Ancient Synagogues of Southern Palestine, 300-800 C.E.
Living on the Edge
Steven H. Werlin
Following the failure of the Bar-Kokhba revolt in the second century, the majority of the Jewish population of Palestine migrated northward away from Jerusalem to join the communities of Jews in Galilee and the Golan Heights. Although rabbinic sources indicate that from the second century onward the demographic center of Jewish Palestine was in Galilee, archaeological evidence of Jewish communities is found in the southern part of the country as well.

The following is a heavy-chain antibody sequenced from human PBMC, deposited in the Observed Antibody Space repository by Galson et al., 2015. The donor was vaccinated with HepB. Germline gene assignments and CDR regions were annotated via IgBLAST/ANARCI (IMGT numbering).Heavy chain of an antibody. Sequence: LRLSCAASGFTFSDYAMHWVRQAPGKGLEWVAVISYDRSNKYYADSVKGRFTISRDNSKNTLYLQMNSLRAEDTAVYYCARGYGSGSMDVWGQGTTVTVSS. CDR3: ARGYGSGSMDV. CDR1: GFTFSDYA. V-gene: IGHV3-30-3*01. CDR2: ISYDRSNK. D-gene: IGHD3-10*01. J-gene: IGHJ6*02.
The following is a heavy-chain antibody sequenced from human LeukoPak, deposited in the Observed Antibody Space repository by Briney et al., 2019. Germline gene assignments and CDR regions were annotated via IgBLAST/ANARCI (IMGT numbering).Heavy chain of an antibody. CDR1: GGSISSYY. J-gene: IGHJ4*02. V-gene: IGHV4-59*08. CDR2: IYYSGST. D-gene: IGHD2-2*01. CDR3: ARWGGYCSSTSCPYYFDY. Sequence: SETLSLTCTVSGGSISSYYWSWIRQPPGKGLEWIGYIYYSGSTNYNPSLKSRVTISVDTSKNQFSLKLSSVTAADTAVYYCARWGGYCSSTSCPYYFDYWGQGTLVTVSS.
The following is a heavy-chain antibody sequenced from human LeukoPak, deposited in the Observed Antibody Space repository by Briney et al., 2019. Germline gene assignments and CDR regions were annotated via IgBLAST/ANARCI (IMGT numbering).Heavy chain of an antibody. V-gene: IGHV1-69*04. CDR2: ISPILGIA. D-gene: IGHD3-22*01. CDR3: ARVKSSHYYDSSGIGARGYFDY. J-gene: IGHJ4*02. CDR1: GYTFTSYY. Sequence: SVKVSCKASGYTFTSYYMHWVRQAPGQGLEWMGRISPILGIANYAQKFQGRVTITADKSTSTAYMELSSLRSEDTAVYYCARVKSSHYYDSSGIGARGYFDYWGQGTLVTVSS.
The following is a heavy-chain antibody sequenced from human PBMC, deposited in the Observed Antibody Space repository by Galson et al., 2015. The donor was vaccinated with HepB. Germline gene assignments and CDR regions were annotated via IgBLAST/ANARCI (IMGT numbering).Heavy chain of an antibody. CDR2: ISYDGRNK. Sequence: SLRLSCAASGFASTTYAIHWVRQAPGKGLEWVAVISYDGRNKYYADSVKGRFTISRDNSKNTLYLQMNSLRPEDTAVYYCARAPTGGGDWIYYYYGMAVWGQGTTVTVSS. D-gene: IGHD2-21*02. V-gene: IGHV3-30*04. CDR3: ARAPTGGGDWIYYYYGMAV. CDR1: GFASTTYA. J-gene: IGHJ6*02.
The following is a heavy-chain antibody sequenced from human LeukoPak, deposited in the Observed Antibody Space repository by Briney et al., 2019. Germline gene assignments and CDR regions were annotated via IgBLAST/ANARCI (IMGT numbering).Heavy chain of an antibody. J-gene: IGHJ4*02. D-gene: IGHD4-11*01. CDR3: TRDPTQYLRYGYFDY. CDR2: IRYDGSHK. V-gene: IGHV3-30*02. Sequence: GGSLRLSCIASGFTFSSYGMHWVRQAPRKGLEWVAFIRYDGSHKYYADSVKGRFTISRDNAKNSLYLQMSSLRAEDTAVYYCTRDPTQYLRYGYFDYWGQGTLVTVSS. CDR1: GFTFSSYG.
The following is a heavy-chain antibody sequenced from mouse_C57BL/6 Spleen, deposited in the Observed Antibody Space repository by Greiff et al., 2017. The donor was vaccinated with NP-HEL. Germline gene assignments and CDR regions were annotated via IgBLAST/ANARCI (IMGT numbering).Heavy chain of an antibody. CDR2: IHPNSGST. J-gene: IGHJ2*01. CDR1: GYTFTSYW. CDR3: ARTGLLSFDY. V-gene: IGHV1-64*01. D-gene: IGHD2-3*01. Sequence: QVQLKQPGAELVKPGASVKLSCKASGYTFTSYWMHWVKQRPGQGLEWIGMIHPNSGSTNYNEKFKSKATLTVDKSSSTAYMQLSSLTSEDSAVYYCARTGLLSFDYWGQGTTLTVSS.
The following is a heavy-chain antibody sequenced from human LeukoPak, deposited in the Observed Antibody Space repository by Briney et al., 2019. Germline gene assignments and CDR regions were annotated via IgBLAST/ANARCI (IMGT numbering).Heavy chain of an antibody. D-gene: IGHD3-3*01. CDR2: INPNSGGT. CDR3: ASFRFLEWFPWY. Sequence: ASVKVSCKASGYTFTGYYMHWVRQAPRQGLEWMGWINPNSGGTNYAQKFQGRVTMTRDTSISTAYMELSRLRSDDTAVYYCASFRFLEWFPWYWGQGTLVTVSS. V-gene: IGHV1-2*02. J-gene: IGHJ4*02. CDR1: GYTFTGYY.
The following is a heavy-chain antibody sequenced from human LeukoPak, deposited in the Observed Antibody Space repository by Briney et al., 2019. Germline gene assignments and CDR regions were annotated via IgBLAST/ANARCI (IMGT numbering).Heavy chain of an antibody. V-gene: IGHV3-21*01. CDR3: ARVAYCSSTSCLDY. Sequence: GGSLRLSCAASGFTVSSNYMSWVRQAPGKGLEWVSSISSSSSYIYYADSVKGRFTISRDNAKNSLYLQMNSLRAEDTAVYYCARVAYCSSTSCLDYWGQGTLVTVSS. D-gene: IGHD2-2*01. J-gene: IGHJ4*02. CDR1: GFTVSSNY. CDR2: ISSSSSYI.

In The Ancient Synagogues of Southern Palestine, 300-800 C.E., Steve Werlin considers ten synagogues uncovered in southern Palestine. Through an in-depth analysis of the art, architecture, epigraphy, and stratigraphy, the author demonstrates how monumental, religious structures provide critical insight into the lives of those who were strangers among Christians and Muslims in their ancestral homeland.
Monday, August 17, 2015
Werlin, Ancient Synagogues of Southern Palestine, 300-800 C.E.
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